Amid the controversy, a group of 40 prominent flu researchers announced a moratorium in January 2012 on further H5N1 gain-of-function research. The group called off the moratorium on Jan 23 of this year, saying the pause had allowed time for scientists to explain the potential benefits of the research and for governments and others to review relevant policies.

A spokeswoman for the PCSBI, Hillary Wicai Viers, acknowledged that the commission received the FVR's request but declined to comment on it further.

"Dr. Amy Gutmann, Chair of the Presidential Commission for the Study of Bioethical Issues, received the letter from the Foundation for Vaccine Research late Thursday afternoon," Viers told CIDRAP News via e-mail. "The Commission has not yet seen the letter though it looks forward to the opportunity to review the opinions of these distinguished scientists."

The letter calls on the commission to "consider the ethical issues raised by H5N1 gain-of-function research, especially experiments to increase the transmissibility of H5N1 viruses so they can be transmitted between humans as easily as the seasonal flu." H5N1 has a fatality rate of about 60% in confirmed cases, but it does not spread readily from person to person.

The accidental release of a lab-generated, human-transmissible H5N1 virus could "cause a global pandemic of epic proportions that would dwarf the 1918 Spanish flu pandemic that killed over 50 million people," the FVR letter says.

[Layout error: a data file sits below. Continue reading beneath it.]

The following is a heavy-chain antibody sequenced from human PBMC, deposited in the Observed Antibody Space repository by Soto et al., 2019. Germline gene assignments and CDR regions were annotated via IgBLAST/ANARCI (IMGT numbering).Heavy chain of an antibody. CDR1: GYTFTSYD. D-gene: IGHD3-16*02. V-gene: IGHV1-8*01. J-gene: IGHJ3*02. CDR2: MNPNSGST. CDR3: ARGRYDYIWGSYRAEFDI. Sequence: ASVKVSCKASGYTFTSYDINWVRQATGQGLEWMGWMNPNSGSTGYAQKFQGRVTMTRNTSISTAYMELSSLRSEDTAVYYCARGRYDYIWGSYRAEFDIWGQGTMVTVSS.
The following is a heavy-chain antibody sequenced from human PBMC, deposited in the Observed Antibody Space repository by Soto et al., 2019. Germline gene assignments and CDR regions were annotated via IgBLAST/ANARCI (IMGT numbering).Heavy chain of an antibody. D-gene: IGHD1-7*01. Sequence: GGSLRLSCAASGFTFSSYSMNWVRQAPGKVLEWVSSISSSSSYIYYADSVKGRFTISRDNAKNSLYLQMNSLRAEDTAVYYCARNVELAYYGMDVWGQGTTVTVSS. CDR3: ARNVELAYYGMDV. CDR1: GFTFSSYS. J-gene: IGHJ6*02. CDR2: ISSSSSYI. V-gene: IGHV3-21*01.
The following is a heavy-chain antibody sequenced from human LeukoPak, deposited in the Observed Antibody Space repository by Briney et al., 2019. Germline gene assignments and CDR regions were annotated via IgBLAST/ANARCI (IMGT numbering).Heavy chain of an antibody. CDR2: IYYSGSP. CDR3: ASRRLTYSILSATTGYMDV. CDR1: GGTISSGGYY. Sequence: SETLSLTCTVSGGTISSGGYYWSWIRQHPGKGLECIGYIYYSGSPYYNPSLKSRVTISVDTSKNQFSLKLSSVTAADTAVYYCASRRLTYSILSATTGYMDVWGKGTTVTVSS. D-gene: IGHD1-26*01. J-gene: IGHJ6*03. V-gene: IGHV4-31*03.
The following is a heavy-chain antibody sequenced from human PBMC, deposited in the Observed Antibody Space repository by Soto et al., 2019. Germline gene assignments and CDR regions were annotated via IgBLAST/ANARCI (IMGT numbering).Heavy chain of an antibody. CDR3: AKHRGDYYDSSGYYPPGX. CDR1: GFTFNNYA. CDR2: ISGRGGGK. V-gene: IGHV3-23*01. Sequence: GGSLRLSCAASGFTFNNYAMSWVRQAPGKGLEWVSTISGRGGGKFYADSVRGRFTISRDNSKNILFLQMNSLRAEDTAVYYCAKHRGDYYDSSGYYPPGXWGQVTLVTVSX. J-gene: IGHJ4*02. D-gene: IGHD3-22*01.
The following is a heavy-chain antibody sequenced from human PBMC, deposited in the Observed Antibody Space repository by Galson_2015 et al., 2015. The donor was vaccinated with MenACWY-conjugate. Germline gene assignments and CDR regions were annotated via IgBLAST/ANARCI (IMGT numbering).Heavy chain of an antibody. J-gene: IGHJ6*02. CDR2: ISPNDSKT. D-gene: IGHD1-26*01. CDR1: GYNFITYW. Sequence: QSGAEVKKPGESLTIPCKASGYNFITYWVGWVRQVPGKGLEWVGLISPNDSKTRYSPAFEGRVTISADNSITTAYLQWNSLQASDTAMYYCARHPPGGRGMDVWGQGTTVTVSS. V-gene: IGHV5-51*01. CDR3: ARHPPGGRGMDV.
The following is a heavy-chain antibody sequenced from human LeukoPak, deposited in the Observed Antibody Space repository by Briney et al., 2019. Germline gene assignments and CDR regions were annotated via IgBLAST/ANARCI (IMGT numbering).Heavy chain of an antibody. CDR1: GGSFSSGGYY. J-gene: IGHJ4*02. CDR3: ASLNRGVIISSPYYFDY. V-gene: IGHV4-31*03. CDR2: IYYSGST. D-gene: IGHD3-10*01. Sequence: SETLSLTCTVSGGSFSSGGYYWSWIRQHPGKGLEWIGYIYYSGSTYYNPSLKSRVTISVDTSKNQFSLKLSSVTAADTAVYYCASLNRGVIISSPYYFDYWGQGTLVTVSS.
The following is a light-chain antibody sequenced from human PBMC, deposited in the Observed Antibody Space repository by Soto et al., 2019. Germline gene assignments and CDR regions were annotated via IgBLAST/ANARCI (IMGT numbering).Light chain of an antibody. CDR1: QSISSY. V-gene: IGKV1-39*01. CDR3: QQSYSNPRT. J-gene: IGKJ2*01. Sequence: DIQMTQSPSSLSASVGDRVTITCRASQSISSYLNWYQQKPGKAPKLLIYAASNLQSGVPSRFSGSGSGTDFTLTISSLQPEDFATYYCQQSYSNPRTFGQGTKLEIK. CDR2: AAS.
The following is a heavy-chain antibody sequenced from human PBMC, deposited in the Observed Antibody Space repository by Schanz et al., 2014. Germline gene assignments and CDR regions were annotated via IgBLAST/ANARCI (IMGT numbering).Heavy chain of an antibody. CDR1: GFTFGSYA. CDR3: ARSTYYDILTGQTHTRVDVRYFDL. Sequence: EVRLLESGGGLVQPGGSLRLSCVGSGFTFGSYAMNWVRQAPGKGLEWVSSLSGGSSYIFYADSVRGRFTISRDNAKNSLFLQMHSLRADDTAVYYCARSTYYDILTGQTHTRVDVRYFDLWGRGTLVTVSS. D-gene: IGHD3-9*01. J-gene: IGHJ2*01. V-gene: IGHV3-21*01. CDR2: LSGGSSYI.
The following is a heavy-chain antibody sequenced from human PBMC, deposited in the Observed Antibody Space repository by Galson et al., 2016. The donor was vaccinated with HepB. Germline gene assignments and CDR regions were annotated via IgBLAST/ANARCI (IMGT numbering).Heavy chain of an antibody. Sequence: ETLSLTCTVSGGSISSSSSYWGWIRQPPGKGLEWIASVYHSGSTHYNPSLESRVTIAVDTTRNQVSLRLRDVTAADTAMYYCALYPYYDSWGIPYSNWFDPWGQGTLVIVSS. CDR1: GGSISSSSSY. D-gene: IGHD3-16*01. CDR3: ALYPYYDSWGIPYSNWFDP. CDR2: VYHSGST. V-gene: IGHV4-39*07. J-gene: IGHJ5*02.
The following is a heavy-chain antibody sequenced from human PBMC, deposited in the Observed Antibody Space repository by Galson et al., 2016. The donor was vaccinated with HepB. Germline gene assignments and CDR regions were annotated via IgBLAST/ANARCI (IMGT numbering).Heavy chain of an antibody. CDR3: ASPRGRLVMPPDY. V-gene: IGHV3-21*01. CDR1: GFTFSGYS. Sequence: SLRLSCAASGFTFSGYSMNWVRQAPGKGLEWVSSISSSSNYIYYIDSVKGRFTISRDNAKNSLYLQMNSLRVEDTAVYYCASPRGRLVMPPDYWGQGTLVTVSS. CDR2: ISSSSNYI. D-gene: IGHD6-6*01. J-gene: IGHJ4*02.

The foundation canvassed "a cross-section of life scientists" and found that most of them believed that manipulating a virus in the lab to make it more lethal is morally and ethically wrong.

Hale said the group has talked with close to 200 scientists, most of them virologists, about the issue since February 2012. "A large majority of them share all of these concerns, excluding the influenza people," he told CIDRAP News.

The letter says that more gain-of-function studies on H5N1 and other viruses are on the way. A Chinese group is working with H5N1, and a Dutch group is expanding its H5N1 studies to include work with the H7N7 avian flu virus and has plans for similar research with the SARS coronavirus. Also, German scientists recently did experiments to see what it would take for canine distemper virus to spread from dogs to humans, the letter states.

Echoing concerns explained in the letter, Hale said, "It's become apparent over the past 15 months that the whole ethics issue has been brushed under the carpet. The talks on ethics have been on the margin."